They wanted to make sure that something was done to address the nation's growing debt. In the event Congress couldn't craft a tactful compromise, they "sequestered" a series of automatic spending cuts for next year and would allow the Bush-era tax cuts to expire.

Tactful compromise, it turns out, hasn't been a defining quality of the folks in the nation's capital lately.

But economists would be pleased to see something done about the national debt, which amounts to:


The actual number is closer to $16.3 trillion, but University of Denver economist Mac Clouse likes to draw it out with all the zeroes.

You can think of that as the balance on Uncle Sam's credit card.

Look above and find the digit where one million (a pretty big sum) would be and you can start to get a sense of how hard this is to solve.

"If you did something to save us $1 million, oh well that's nice, but you haven't put much of a dent into this number," Crouse said.

Why does $16 trillion matter? Why isn't the nation crumbling under that huge debt today?

Clouse pointed to the answer-- a much smaller number in the corner of the screen on CNBC.

1.8 percent

That was the yield on the 10-year Treasury Note as of Wednesday.

If $16 trillion is the balance, this is this interest rate on the nation's credit card-and it's a darn good rate at that.

That means we can keep a high balance but it doesn't cost us much.

That's relative, of course-we're paying about $300 billion in interest this year.

Believe it or not, that's relatively manageable for the federal government.


It's not a matter of hitting a certain number of trillions, though economists have lots of opinions on what constitutes a healthy level of debt.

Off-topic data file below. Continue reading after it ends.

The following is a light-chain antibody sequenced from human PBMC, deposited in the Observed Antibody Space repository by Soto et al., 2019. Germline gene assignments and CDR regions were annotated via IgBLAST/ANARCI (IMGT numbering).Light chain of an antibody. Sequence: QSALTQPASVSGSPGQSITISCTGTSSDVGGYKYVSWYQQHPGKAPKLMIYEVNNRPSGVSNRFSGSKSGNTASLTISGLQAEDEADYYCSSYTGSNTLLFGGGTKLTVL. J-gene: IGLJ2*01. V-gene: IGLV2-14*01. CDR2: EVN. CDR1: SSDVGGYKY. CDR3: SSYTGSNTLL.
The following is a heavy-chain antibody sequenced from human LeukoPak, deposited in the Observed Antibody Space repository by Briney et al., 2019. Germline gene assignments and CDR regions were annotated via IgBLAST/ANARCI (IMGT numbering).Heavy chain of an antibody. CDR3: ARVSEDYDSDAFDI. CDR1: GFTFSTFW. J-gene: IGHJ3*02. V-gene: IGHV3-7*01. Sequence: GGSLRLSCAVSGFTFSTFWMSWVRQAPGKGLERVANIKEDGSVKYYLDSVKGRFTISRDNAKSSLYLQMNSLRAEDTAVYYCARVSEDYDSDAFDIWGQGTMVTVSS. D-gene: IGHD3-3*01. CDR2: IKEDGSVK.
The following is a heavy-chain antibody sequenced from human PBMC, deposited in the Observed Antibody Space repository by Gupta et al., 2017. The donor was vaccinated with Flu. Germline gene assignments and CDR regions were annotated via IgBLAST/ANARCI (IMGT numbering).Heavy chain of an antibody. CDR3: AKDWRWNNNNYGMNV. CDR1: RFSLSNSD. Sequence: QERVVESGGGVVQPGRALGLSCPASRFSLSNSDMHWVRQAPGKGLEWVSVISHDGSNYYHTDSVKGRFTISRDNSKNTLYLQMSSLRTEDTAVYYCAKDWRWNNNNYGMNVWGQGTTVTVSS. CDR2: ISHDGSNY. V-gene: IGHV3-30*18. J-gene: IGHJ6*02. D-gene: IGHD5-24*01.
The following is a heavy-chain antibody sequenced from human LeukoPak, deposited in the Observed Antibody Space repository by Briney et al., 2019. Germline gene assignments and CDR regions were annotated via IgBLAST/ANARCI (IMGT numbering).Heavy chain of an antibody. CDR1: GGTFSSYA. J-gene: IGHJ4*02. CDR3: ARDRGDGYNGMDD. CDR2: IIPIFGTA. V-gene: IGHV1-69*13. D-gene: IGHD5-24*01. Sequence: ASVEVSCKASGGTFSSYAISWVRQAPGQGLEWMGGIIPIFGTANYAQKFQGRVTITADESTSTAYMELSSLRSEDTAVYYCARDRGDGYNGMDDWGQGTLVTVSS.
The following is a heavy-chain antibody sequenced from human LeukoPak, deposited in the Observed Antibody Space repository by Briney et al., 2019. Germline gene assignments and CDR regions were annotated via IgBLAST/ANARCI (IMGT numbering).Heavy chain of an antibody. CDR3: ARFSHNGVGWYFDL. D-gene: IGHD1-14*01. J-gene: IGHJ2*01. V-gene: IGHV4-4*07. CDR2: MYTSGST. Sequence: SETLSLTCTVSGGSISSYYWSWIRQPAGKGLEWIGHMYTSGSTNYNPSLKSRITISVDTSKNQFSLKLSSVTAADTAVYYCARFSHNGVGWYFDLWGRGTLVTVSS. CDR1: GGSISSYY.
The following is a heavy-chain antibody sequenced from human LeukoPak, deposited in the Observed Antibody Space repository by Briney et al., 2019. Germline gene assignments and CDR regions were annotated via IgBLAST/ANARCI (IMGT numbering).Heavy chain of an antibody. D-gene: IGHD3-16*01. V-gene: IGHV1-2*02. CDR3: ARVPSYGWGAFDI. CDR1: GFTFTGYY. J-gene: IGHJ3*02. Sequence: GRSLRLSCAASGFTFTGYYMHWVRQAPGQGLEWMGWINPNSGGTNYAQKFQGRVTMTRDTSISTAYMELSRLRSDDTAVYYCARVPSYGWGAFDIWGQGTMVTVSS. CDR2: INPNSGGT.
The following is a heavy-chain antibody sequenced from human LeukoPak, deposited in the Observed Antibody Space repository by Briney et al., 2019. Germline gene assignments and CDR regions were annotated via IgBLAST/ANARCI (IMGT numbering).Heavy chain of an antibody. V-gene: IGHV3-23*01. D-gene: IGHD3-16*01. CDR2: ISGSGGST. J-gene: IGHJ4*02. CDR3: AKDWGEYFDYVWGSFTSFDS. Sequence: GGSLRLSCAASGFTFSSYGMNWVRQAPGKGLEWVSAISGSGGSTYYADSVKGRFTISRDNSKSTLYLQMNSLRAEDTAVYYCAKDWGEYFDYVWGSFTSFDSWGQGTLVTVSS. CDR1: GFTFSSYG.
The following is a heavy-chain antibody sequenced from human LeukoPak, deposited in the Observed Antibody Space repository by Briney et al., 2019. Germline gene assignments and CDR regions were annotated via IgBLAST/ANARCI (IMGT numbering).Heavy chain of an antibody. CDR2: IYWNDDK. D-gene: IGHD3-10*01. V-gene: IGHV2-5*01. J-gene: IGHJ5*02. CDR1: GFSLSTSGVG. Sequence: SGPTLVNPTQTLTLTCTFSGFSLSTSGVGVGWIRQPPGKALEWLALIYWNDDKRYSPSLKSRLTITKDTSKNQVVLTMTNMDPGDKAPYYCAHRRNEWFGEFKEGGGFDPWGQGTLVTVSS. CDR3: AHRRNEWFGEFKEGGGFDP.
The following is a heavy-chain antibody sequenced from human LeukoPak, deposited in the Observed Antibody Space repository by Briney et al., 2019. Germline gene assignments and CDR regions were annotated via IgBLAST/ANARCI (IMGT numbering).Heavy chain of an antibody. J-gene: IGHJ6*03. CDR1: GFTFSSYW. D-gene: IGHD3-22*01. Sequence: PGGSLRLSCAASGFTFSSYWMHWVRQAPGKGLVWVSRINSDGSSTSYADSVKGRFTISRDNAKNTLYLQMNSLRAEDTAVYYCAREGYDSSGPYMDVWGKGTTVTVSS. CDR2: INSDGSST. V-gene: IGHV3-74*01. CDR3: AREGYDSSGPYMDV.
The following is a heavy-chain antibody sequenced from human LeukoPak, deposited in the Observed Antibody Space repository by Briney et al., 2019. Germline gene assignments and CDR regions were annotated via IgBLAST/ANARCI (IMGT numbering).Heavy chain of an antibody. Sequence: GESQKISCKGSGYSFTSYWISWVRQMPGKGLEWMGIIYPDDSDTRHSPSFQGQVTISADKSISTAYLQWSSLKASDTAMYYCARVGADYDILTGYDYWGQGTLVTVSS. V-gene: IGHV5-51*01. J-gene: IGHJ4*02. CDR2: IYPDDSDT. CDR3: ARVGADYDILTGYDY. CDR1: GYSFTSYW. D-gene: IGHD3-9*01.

In fact, some debt can be useful in the economy.

Clouse says the reason to focus on the interest rate is because it can go up. The government has used most of the tools it has to keep the rates down, but it can only influence rates, not control them.

"That's going to be the day of reckoning," said Clouse. "When we start to see the interest rates go up."

Higher rates could lead to a scenario where the cost of paying the interest could get into the trillions of dollars. That could force much bigger spending cuts and tax hikes than are being discussed today.

In other words, while politically unpopular, some fiscal pain now could prevent much worse fiscal pain later.


The good news is that the low interest rates we get now on our debt as a nation are locked in for the debt we already have.

If rates go up, it only affects NEW borrowing.

In other words, if we get the debt heading down instead of up, the interest rate problem shouldn't rear its ugly head-at least not when it comes to compounding the national debt.

Whether the debt continues up or turns down is up to the policy makers and how much in tax breaks, military contracts, etc. they decide we can live without.